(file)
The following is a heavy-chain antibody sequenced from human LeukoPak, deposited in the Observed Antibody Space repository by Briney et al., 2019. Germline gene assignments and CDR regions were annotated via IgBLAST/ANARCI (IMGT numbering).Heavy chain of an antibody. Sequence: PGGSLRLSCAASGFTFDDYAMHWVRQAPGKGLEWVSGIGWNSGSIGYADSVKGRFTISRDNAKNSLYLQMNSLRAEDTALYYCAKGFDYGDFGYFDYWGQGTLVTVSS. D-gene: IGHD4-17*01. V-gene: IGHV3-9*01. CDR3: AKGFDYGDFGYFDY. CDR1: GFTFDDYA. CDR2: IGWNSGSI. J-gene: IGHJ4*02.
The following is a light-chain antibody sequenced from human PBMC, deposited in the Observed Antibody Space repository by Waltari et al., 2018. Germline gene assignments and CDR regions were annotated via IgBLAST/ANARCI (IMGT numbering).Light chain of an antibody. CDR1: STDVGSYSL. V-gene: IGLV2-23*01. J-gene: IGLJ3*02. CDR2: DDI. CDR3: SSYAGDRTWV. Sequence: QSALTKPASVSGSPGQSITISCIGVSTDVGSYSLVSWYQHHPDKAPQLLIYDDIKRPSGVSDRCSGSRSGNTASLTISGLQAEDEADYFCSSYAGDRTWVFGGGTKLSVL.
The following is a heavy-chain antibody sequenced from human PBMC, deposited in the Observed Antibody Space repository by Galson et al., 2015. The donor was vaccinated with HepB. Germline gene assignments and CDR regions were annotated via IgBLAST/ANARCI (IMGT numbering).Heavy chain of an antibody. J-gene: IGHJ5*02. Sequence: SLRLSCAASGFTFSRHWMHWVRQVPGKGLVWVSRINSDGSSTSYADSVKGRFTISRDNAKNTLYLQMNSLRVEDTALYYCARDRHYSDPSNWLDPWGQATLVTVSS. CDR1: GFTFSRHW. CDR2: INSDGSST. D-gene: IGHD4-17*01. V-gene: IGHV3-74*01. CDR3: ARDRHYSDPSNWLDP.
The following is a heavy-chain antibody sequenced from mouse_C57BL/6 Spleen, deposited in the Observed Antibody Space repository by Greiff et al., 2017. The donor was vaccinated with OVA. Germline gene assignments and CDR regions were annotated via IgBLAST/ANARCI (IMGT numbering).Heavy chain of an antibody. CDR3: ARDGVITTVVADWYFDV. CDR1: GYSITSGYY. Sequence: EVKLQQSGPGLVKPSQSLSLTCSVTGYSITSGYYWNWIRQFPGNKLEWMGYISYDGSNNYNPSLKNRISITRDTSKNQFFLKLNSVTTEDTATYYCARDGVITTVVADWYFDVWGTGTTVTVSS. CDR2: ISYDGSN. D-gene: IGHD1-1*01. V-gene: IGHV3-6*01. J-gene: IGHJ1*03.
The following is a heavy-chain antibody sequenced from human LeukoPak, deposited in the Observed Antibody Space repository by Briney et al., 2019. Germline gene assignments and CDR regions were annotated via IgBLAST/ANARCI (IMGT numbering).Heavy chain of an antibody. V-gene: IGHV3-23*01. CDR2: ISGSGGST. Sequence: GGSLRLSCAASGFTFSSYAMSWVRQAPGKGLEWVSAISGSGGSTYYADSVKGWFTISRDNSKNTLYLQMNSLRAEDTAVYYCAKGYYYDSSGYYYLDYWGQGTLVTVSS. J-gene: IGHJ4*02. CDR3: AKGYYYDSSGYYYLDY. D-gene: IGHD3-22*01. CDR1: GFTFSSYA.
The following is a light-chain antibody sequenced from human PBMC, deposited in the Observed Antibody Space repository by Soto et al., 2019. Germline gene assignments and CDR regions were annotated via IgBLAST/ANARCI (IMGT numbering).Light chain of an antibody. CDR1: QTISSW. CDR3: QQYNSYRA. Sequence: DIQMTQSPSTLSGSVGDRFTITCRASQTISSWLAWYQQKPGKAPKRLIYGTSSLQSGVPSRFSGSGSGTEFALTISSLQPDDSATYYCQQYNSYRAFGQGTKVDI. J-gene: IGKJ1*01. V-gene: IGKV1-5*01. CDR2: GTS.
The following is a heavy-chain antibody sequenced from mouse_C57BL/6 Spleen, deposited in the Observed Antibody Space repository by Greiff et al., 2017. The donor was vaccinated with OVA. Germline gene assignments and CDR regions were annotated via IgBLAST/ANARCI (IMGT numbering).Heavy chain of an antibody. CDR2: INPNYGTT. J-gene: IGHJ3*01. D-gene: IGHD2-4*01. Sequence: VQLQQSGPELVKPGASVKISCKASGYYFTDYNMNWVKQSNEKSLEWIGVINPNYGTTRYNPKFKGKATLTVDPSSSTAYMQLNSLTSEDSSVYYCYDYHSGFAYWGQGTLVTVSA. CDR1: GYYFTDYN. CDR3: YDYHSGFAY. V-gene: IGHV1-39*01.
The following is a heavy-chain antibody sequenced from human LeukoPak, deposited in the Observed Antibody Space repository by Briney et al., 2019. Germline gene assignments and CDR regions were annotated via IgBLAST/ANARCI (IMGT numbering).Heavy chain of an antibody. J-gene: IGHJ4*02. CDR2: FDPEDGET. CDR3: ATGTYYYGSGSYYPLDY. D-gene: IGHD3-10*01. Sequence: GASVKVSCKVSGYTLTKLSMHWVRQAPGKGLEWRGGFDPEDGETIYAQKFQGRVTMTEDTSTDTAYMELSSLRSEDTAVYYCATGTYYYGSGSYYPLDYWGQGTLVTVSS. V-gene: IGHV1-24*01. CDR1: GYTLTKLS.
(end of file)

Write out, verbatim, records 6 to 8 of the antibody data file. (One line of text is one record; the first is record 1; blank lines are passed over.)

The following is a light-chain antibody sequenced from human PBMC, deposited in the Observed Antibody Space repository by Soto et al., 2019. Germline gene assignments and CDR regions were annotated via IgBLAST/ANARCI (IMGT numbering).Light chain of an antibody. CDR1: QTISSW. CDR3: QQYNSYRA. Sequence: DIQMTQSPSTLSGSVGDRFTITCRASQTISSWLAWYQQKPGKAPKRLIYGTSSLQSGVPSRFSGSGSGTEFALTISSLQPDDSATYYCQQYNSYRAFGQGTKVDI. J-gene: IGKJ1*01. V-gene: IGKV1-5*01. CDR2: GTS.
The following is a heavy-chain antibody sequenced from mouse_C57BL/6 Spleen, deposited in the Observed Antibody Space repository by Greiff et al., 2017. The donor was vaccinated with OVA. Germline gene assignments and CDR regions were annotated via IgBLAST/ANARCI (IMGT numbering).Heavy chain of an antibody. CDR2: INPNYGTT. J-gene: IGHJ3*01. D-gene: IGHD2-4*01. Sequence: VQLQQSGPELVKPGASVKISCKASGYYFTDYNMNWVKQSNEKSLEWIGVINPNYGTTRYNPKFKGKATLTVDPSSSTAYMQLNSLTSEDSSVYYCYDYHSGFAYWGQGTLVTVSA. CDR1: GYYFTDYN. CDR3: YDYHSGFAY. V-gene: IGHV1-39*01.
The following is a heavy-chain antibody sequenced from human LeukoPak, deposited in the Observed Antibody Space repository by Briney et al., 2019. Germline gene assignments and CDR regions were annotated via IgBLAST/ANARCI (IMGT numbering).Heavy chain of an antibody. J-gene: IGHJ4*02. CDR2: FDPEDGET. CDR3: ATGTYYYGSGSYYPLDY. D-gene: IGHD3-10*01. Sequence: GASVKVSCKVSGYTLTKLSMHWVRQAPGKGLEWRGGFDPEDGETIYAQKFQGRVTMTEDTSTDTAYMELSSLRSEDTAVYYCATGTYYYGSGSYYPLDYWGQGTLVTVSS. V-gene: IGHV1-24*01. CDR1: GYTLTKLS.